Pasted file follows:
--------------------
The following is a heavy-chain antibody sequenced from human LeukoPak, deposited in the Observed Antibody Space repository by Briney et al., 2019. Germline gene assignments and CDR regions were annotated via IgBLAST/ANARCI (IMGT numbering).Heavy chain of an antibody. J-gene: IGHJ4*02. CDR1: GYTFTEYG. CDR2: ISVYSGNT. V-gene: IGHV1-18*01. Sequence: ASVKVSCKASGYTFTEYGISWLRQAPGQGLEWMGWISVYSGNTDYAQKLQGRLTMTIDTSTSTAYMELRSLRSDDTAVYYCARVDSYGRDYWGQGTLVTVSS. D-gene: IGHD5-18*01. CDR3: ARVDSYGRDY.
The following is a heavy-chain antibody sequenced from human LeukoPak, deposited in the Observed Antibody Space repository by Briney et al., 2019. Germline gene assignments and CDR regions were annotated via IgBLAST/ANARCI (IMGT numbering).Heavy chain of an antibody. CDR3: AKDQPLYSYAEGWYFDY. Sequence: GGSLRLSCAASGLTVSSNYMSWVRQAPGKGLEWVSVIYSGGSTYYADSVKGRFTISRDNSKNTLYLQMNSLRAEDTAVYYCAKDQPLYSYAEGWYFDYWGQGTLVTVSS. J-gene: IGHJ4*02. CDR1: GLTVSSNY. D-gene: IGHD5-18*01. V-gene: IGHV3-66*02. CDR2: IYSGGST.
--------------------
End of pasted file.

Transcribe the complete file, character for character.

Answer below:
The following is a heavy-chain antibody sequenced from human LeukoPak, deposited in the Observed Antibody Space repository by Briney et al., 2019. Germline gene assignments and CDR regions were annotated via IgBLAST/ANARCI (IMGT numbering).Heavy chain of an antibody. J-gene: IGHJ4*02. CDR1: GYTFTEYG. CDR2: ISVYSGNT. V-gene: IGHV1-18*01. Sequence: ASVKVSCKASGYTFTEYGISWLRQAPGQGLEWMGWISVYSGNTDYAQKLQGRLTMTIDTSTSTAYMELRSLRSDDTAVYYCARVDSYGRDYWGQGTLVTVSS. D-gene: IGHD5-18*01. CDR3: ARVDSYGRDY.
The following is a heavy-chain antibody sequenced from human LeukoPak, deposited in the Observed Antibody Space repository by Briney et al., 2019. Germline gene assignments and CDR regions were annotated via IgBLAST/ANARCI (IMGT numbering).Heavy chain of an antibody. CDR3: AKDQPLYSYAEGWYFDY. Sequence: GGSLRLSCAASGLTVSSNYMSWVRQAPGKGLEWVSVIYSGGSTYYADSVKGRFTISRDNSKNTLYLQMNSLRAEDTAVYYCAKDQPLYSYAEGWYFDYWGQGTLVTVSS. J-gene: IGHJ4*02. CDR1: GLTVSSNY. D-gene: IGHD5-18*01. V-gene: IGHV3-66*02. CDR2: IYSGGST.